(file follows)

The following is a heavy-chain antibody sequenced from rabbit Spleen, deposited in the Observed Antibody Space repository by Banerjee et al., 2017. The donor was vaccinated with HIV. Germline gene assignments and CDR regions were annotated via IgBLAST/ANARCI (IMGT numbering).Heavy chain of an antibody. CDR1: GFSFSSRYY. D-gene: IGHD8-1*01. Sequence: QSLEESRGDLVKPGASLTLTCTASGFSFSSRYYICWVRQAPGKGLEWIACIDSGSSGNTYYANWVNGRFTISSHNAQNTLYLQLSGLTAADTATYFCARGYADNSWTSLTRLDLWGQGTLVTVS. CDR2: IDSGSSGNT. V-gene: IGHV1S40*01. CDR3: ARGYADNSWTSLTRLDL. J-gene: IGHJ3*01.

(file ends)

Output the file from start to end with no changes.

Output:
The following is a heavy-chain antibody sequenced from rabbit Spleen, deposited in the Observed Antibody Space repository by Banerjee et al., 2017. The donor was vaccinated with HIV. Germline gene assignments and CDR regions were annotated via IgBLAST/ANARCI (IMGT numbering).Heavy chain of an antibody. CDR1: GFSFSSRYY. D-gene: IGHD8-1*01. Sequence: QSLEESRGDLVKPGASLTLTCTASGFSFSSRYYICWVRQAPGKGLEWIACIDSGSSGNTYYANWVNGRFTISSHNAQNTLYLQLSGLTAADTATYFCARGYADNSWTSLTRLDLWGQGTLVTVS. CDR2: IDSGSSGNT. V-gene: IGHV1S40*01. CDR3: ARGYADNSWTSLTRLDL. J-gene: IGHJ3*01.